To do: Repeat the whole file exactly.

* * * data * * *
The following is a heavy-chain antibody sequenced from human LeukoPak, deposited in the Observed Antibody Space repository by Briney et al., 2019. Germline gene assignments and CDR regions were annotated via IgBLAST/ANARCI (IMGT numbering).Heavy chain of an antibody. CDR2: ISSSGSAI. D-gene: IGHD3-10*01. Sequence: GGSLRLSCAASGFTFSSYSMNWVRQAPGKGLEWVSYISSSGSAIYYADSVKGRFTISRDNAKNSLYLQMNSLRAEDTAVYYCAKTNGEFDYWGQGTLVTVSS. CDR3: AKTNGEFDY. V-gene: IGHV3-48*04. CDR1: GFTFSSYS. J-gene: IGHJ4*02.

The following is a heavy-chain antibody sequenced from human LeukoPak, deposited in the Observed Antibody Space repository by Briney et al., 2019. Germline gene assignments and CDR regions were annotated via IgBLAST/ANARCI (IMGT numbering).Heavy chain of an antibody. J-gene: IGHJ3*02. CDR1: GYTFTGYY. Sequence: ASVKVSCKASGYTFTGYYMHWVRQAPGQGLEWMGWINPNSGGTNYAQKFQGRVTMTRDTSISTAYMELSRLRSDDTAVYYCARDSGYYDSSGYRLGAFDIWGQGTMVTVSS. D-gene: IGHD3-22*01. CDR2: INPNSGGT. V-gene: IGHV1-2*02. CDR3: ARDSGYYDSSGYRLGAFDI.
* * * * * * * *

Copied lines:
The following is a heavy-chain antibody sequenced from human LeukoPak, deposited in the Observed Antibody Space repository by Briney et al., 2019. Germline gene assignments and CDR regions were annotated via IgBLAST/ANARCI (IMGT numbering).Heavy chain of an antibody. CDR2: ISSSGSAI. D-gene: IGHD3-10*01. Sequence: GGSLRLSCAASGFTFSSYSMNWVRQAPGKGLEWVSYISSSGSAIYYADSVKGRFTISRDNAKNSLYLQMNSLRAEDTAVYYCAKTNGEFDYWGQGTLVTVSS. CDR3: AKTNGEFDY. V-gene: IGHV3-48*04. CDR1: GFTFSSYS. J-gene: IGHJ4*02.

The following is a heavy-chain antibody sequenced from human LeukoPak, deposited in the Observed Antibody Space repository by Briney et al., 2019. Germline gene assignments and CDR regions were annotated via IgBLAST/ANARCI (IMGT numbering).Heavy chain of an antibody. J-gene: IGHJ3*02. CDR1: GYTFTGYY. Sequence: ASVKVSCKASGYTFTGYYMHWVRQAPGQGLEWMGWINPNSGGTNYAQKFQGRVTMTRDTSISTAYMELSRLRSDDTAVYYCARDSGYYDSSGYRLGAFDIWGQGTMVTVSS. D-gene: IGHD3-22*01. CDR2: INPNSGGT. V-gene: IGHV1-2*02. CDR3: ARDSGYYDSSGYRLGAFDI.